Baltimore, MD— Families of unarmed Blacks who were slain by police rallied in West Baltimore one year after Freddie Gray died of injuries sustained in police custody. Six families joined protesters to tell stories about family members who had also been killed by police. They marched to the site where Gray had been apprehended and dragged into the police van, paused for a moment of silence and then proceeded four blocks past the local police precinct.
Video of the violent arrest of Freddie Gray was released on the Internet in April 2015, and his death a week later due to a severed spinal cord touched off protests and property destruction in Baltimore. Six police officers were subsequently indicted for their involvement in the “rough ride” leading to Gray’s fatal injury. Their trials were put on hold by a Maryland appeals court. Baltimore City settled a civil case with the Gray family for $6.4 million.
“This is 21st-century lynching at its best,” said Reverend C.D. Witherspoon. “And it goes by the name police brutality.”
People gathered in front of the CVS at the corner of West North and Pennsylvania Avenue. The store became infamous when rioters smashed the windows, looted and set fire to it a year ago. Today, large signs saying “Now Open” are displayed on the building.
Among those who spoke at the rally were mothers whose children were killed by police. Diane Butler, mother of Tyrone West, 44, a Black man who died after being beaten by 12 to 15 Baltimore police officers in July 2013, said that despite the pain of the families they will never stop seeking justice. She delivered a stinging rebuke of the Baltimore police who beat and arrested her son.
The Baltimore coroner’s report said he died of a heart attack, but she strongly condemned the finding. “You better let them know we’re gonna fight for our children, our black men and our black women. No justice, no peace,” Butler said.
Tawanda Jones, West’s sister, called the police officers who killed her brother “animals, savages.” She described the investigation as “phoney-baloney” and “foolishness.”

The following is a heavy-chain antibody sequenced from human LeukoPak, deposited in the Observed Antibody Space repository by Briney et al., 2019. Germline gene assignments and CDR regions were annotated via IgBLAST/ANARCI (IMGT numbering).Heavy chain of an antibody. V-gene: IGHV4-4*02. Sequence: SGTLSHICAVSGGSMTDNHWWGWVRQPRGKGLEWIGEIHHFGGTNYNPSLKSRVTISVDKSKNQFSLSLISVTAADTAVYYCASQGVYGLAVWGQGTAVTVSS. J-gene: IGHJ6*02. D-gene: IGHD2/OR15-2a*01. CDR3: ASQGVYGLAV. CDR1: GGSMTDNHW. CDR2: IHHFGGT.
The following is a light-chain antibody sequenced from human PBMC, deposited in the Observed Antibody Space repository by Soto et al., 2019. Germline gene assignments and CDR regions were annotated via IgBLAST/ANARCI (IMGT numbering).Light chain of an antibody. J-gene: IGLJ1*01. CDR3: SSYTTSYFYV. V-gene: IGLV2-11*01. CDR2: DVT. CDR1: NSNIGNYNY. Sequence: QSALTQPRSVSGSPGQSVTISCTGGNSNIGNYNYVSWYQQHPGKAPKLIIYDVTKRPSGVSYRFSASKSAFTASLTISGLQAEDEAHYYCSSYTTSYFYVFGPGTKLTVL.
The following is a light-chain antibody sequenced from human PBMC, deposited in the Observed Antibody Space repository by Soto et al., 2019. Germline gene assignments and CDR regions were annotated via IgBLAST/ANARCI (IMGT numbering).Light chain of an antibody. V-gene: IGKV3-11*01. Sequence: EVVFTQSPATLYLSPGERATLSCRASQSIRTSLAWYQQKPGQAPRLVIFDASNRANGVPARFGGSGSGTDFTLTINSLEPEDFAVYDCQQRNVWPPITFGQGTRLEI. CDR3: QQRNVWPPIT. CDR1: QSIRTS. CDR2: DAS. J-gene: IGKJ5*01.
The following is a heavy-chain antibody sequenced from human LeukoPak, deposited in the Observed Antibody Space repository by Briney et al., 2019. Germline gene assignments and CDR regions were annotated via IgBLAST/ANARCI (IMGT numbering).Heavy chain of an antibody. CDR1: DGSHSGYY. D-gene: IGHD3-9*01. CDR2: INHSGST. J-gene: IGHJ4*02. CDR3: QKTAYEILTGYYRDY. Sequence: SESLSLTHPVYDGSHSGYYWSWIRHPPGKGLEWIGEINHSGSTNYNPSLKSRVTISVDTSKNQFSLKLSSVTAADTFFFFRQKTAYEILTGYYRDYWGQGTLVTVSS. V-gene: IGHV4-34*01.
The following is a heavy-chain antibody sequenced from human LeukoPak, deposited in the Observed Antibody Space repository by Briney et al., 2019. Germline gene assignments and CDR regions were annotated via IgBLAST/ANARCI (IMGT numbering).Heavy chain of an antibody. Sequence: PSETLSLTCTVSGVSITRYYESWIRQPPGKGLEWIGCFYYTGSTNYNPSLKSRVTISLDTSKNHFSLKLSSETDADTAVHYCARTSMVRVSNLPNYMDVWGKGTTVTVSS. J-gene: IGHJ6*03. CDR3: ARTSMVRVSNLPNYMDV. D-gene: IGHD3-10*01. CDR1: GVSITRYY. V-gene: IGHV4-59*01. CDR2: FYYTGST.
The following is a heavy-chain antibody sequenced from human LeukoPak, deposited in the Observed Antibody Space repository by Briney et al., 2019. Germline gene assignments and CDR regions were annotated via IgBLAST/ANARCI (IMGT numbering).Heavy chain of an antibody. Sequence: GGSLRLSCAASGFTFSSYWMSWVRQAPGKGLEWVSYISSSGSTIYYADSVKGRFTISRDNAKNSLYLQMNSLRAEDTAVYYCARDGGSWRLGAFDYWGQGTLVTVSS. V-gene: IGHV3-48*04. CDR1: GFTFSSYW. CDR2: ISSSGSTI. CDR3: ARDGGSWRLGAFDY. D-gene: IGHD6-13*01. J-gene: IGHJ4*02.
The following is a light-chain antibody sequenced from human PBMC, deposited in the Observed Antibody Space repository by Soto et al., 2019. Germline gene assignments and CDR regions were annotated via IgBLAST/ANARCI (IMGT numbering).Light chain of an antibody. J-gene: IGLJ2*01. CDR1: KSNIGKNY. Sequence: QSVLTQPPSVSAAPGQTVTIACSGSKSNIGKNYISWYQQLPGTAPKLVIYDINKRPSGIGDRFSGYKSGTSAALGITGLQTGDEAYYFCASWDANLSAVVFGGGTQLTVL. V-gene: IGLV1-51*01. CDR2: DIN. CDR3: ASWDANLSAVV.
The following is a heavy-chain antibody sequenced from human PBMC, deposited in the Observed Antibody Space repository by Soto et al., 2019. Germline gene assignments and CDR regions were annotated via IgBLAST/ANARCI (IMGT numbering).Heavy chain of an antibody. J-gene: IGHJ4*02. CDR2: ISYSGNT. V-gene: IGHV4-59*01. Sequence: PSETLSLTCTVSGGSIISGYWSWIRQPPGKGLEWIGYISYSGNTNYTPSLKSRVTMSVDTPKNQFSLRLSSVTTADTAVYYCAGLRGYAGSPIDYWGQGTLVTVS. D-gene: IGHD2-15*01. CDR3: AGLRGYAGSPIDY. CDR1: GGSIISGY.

Gina Best, mother of India Kager, who was slain by Virginia Beach police in September 2015, also spoke about police violence against the unarmed. “I stand here today for Tyrone West, Tamir Rice, Loquan McDonald, and those who have been killed by police officers. I stand here in pain with the mothers who bear the pain,” she said.
Darlene Cain, mother of Dale Graham, who was killed by police in 2008, urged the community to get involved in efforts to change policing standards in Baltimore. “This could happen to anybody. We are not exempt,” she said.
Nathaniel Smith, a resident of West Baltimore, joined the protest as it passed his home. He believes solutions to Baltimore’s poverty and racial problems are going to come from the people, not the police or City government. “If they’re going to do something you need to start with the staff sergeants and elderly officers,” he said.
The Baltimore Police Department appeared to view the protest as a chance to mend severed relationships with the community while still maintaining a watchful presence. Before the rally began, a chaplain from a local church led a prayer with about twenty people holding hands in a circle, seven of them on-duty police officers.
During the impassioned speeches condemning police brutality, a few officers, most of them female, stood off to the side. One officer greeted people warmly, smiling and offering to shake hands, and made a point to say that they were out at several community events. In contrast, another officer–who held a camera–was standoffish and reluctant to say whether she was on-duty or not. Neither would not comment on their participation in the prayer circle. A third suggested that the neighborhood community center–where they were distributing free food that day—would be a more interesting subject for media to cover than the protest. A police helicopter circled above.
Many protesters were not happy about the prayer circle. Protester Lee Patterson, for example, called participants “sellouts” working with “pork preachers” and “the pork police.”
Next week marks the anniversary of Freddie Gray’s funeral, and more protests are set to take place then.